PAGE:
The next stop is Kazusa-Kubo Station. On weekdays an average of only 20 people per day use this station. However, when the fall season arrives, it attracts many photo enthusiasts hoping to capture the beautiful autumn foliage on film. Standing beside the station at a height of 20 meters is a large ginkgo tree, and when its leaves flutter and sway in the breeze the surrounding area gets carpeted in a sea of yellow.
Takataki Lake is not far from Takataki Station, and during the spring the lakeside is decorated with cherry blossoms in full bloom.
The Ichihara Lakeside Museum , which is also close to the station, has many works of modern day art within its large collection. The museum also regularly hosts a variety of events in which both adults and children alike can have a fun day.
At Itabu Station you'll find a most unusual public toilet. This is the world's largest women's washroom! Designed by architect Sosuke Fujimoto, one glass-enclosed toilet sits alone on a piece of land 200 square meters (2153 square feet) in area. The toilet facility is see-through but comes equipped with a curtain, and as you do your business you can look out at and enjoy the surrounding nature. No other place can offer you such a unique experience!
When you get off the train at Yorokeikoku Station, you're immediately greeted by some cute and adorable felines. Feel free to take a picture if you wish, but please refrain from using the flash as this will startle them.
Beside the station there's a complimentary ashiyu, or warm foot bath, which is perfect for those cold winter months or the early part of spring when there's still a chill in the air (reserved only for those with a train ticket or parking ticket stub). From your vantage point in the ashiyu you can see the trains outside coming into and leaving the station, giving you one more fun thing to do while you warm yourself up.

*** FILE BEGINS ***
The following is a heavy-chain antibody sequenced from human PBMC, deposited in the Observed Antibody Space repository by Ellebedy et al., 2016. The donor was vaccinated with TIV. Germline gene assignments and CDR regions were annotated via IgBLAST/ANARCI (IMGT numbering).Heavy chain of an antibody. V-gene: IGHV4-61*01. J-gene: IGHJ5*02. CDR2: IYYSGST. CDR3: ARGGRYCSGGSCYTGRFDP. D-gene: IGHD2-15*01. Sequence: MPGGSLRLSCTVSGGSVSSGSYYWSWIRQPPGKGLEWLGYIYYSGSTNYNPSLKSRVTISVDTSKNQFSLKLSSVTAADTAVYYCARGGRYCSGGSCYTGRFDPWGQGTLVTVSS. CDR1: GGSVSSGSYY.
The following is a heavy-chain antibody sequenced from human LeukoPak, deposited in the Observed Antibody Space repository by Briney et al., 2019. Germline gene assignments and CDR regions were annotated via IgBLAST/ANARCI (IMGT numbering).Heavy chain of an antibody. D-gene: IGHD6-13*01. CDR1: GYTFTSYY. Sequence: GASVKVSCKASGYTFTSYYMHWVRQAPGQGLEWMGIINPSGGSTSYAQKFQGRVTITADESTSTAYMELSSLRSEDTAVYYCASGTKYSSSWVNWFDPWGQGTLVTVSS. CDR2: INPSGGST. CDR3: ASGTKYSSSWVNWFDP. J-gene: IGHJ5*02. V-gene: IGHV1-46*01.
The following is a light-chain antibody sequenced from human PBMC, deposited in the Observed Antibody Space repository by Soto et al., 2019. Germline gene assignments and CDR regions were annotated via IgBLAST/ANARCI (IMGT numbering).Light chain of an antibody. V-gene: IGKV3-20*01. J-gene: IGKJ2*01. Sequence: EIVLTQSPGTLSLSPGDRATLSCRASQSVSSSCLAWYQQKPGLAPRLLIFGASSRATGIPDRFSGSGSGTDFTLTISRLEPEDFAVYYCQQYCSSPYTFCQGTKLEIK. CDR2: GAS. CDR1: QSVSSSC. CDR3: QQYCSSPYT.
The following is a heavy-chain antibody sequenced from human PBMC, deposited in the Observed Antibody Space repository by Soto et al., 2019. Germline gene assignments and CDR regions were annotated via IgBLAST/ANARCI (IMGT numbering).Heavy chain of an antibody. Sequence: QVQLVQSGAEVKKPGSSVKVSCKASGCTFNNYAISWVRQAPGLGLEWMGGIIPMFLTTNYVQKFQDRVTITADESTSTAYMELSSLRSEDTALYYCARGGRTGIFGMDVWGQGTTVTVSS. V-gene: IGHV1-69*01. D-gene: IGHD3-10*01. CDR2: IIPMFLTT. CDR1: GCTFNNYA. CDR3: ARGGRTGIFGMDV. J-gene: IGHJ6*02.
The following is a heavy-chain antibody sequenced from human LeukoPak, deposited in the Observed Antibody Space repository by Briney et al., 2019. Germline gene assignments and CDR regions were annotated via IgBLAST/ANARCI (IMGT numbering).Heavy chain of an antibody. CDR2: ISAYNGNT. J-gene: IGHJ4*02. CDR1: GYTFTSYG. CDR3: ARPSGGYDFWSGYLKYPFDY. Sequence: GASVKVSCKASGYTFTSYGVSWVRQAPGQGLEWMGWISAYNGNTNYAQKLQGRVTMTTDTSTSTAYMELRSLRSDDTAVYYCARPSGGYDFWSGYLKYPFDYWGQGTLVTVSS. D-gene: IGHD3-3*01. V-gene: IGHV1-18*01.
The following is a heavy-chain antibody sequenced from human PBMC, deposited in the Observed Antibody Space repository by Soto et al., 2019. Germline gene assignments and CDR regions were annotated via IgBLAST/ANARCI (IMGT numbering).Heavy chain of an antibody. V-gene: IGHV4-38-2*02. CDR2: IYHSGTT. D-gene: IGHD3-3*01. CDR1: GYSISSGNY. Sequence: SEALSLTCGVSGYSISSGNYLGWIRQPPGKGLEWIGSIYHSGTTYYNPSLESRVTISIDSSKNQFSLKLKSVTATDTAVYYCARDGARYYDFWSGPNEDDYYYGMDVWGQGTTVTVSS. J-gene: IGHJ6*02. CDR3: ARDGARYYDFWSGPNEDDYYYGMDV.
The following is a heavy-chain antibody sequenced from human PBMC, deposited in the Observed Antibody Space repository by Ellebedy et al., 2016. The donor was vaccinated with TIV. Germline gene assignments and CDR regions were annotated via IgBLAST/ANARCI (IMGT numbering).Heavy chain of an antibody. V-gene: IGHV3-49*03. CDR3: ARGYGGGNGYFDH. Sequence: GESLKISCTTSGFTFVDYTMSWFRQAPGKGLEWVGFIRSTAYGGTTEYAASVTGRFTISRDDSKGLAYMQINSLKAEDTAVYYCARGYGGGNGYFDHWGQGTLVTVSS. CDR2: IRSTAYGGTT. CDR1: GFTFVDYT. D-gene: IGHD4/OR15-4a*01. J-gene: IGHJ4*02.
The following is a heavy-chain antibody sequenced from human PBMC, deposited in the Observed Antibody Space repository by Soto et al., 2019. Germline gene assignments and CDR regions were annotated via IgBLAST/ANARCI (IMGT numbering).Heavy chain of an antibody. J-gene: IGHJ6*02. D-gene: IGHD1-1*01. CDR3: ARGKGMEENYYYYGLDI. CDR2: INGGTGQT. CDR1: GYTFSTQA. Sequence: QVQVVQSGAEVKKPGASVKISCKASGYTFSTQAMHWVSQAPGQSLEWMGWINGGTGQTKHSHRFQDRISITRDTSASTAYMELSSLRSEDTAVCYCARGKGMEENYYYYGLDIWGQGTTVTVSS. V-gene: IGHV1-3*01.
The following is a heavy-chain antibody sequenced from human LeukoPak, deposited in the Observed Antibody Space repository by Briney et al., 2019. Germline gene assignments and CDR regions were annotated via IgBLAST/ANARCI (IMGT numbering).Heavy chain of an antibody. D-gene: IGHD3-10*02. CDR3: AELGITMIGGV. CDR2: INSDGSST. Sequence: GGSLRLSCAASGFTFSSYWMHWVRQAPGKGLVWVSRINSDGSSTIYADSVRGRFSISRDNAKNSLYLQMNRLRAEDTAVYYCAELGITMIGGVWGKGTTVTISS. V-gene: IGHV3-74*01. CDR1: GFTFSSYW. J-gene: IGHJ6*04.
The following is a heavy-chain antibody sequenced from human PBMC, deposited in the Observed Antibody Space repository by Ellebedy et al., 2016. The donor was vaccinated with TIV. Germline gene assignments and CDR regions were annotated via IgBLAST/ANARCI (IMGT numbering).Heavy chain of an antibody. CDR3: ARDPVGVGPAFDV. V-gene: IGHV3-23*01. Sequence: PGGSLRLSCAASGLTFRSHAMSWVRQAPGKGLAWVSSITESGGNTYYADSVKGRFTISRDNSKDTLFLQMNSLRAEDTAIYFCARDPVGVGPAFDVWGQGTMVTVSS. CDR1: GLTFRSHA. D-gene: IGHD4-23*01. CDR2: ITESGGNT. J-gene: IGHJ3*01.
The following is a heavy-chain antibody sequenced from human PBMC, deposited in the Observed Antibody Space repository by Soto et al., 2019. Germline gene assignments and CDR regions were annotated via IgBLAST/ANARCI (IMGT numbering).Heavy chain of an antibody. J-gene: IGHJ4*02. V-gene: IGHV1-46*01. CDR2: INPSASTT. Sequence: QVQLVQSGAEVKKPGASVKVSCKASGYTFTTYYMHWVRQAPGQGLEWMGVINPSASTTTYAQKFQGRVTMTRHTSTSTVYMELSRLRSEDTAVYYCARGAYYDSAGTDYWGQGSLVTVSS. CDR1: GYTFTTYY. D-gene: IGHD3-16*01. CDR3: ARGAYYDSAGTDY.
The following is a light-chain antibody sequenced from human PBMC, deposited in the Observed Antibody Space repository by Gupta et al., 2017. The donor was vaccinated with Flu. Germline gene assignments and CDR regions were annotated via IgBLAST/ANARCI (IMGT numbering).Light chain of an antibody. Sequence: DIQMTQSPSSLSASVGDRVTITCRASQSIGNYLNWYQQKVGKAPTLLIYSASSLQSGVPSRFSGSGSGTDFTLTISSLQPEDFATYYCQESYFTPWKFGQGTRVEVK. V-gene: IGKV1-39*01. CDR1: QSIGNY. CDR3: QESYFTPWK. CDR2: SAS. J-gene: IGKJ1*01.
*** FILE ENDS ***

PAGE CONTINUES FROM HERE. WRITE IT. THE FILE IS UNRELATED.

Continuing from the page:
Chiba, Ichihara, Goi Chuo Higashi 1-1-2
Accepted Credit Cards
From Narita Airport, take the JR Narita Line headed for Chiba<br>Station, switch to Uchibo Line, and get off at Goi Station,<br>which is the first station on the Kominato Railway.<br>The train ride takes about 25 minutes from Chiba Station.
Kominato Railway (Japanese)
Access and Location Details
Continuing on from where the Kominato Railway Line leaves off at Kazusa-Nakano Station, the Isumi Railway Line extends all the way to Chiba prefecture's Pacific coastline (the Isumi Railway runs from Ohara Station to Kazusa-Nakano Station).
If you're coming from Narita Airport, then first head to Chiba Station. From Chiba Station hop aboard the Sotobo Line and go to Ohara Station, the starting point for the Isumi Railway Line.
If you decide to ride the train we recommend the 1-Day Open Pass which is 1000 yen for adults and 500 yen for children. Another option is to purchase the Boso Odan Commemorative Pass which costs 1700 yen for adults and 850 yen for children. This pass takes passengers from Ohara Station (Isumi Railway Line) all the way to Goi Station (Kominato Railway Line) allowing everyone to fully enjoy all the sights along this route.